Gud, guld og gul, takker, tager og taler.
jeg takker gud. men jeg tager guld. og jeg taler gul.
I find it very hard to understand the danish language when spoken. I'm sure I am not alone. I am Dutch. Many words, most of them, when read, I can place correctly. Some of them even seem familiar. But on the other hand, in this example, 'gud, guld and gul', all sound like 'gool'. I clearly hear a different pronunciation of 'takker, tager and taler', but I wonder why. 'takker' sounds to me like 'tagga' with hard g, and 'tager' sounds like 'taj' with soft g, almost like j. And then, unexpected, the a in 'taler', is pronounced as 'eh', like in english 'the', where in 'takker' and 'tager' it sounds like 'ah', like in english 'awesome'. I guess it is just a matter of getting used to, right?
Danish is fun to speak, because there are a bunch of hidden rules. With gud, guld and gul, the are all pronounced slightly differently. Gud uses a soft d, something which you can learn to pronounce here. The second one, guld, has a glottal stop at the end, much like in "bil." This is in fact stød which is a special kind of glottal stop unique to Danish. It is where the glottal stop is not a total plosive sound, but rather allows for a small amount of air to continue to pass, and is generally used in combination with the unvoicing of the beginning of the next sound. As for the last one, it is pronounced the same as gul however has no glottal stop or stød.
I think it helps to think of many of the Danish consonants as having both a hard and a soft version. When you learn the pronunciation of the Danish alphabet, this would be the hard version (probably similar to the German pronunciation of consonants). The soft versions sound slightly different: t - > d, d - > ð (the infamous soft d), p - > b, v - > u, k - > g, g - > j (almost)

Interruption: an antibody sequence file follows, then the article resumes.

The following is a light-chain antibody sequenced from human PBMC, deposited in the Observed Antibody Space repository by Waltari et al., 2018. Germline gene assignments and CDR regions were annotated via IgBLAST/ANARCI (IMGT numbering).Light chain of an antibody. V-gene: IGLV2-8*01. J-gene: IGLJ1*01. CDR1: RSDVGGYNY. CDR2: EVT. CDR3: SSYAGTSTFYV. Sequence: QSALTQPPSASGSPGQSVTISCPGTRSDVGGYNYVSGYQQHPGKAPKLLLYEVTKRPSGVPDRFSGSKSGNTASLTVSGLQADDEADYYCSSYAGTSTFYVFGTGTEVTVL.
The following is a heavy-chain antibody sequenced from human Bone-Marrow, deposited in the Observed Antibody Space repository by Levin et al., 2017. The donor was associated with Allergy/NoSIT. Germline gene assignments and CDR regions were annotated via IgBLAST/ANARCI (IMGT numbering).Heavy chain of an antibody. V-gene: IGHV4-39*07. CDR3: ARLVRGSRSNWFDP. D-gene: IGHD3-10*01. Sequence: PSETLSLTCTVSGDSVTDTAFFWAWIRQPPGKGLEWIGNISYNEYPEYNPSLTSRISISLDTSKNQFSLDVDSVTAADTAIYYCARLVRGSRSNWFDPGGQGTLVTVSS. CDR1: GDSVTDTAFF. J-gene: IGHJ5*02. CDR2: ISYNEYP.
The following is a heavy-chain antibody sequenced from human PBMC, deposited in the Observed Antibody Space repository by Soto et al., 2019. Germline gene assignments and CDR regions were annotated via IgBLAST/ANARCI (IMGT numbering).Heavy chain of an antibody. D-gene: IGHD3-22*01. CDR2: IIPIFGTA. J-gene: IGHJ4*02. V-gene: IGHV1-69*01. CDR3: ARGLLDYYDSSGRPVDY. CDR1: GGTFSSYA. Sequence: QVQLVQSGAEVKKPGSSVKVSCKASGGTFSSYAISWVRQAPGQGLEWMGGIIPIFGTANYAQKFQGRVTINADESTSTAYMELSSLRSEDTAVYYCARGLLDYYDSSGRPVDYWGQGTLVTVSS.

Generally, Danish words only have one vowel per syllable (exceptions are usually loanwords like "niveau" from French where "eau" is pronounced like an "o"). If the consonant precedes the vowel, it is usually hard but if it comes after the vowel (and is not included in the next syllable), it tends to be soft. Examples could be "tag" which is pronounced like "taj" and "gat" which is pronounced like "gad". By the same reasoning, "gud" should be pronounced "guð", which is correct. If you have double consonants like "takker", "hatte", "hopper" or a consonant bridging two syllables like "tager", the consonants are also soft so they become "tagger", "hadde", "hobber", "tajer". Also, some consonant clusters usually have a fixed pronounciation like "ld" ("guld" and "gul" is a great example of what the "d" does to the "l"), "ng" (like "ng" in the English "sing"), "nd" (like a slightly nasal "n"), "dt" (like "d") when succeeding the vowel. Finally, if the a word ends in "er", the "e" is pronounce like "o/å" (just like in English) and "de" like in "fløde", "flyde", "bade" turns into "eð". Many more of such "rules" probably exist but I have not yet figured them all out, especially regarding how vowels are pronounced. Note, however, that the "a" in "taler" and "tager" are the same (perhaps like in the English "ant" but definitely not like "the") whereas "takker" is different.
I hope this helps you
Maybe the following YouTube channel (Dansk Udtale, by Allen) will be of some use to you: www.youtube.com/channel/UCELY640l4PvwswWPTfMQ5YA/videos
You have gotten amazing help here from the Danish Duolingo community! Only thing I might add is about the learning process. I find that what works is a combination of tuning my ear over time--in combination with understanding more and more of the rules and structure of the phonetic system. Negatively put, early on the explanations did not help much since I just could not hear the differences being explained. Gradually, gradually as I have better tuned my ear, things have gotten easier. Plus, some just find this easier than others. When it comes to learning pronunciation, I am a language teacher's nightmare. However, contrary to what some say about Danish pronunciation, I find there really is nothing mysterious about the learning of it. There are certain typical problems people have with Danish pronunciation and, over time, even those like myself who are not particularly adapt at learning can master them at least to the point where they not longer pose a large barrier to communication. Cupkakefarmer and lordhajuis, your explanations are wonderful. Thanks.
jeg fandt nogle sider. jeg hoeber de er godt.
I kan lytter og laeser samme tid. Eventyer fra Andersen. De er meget smuk.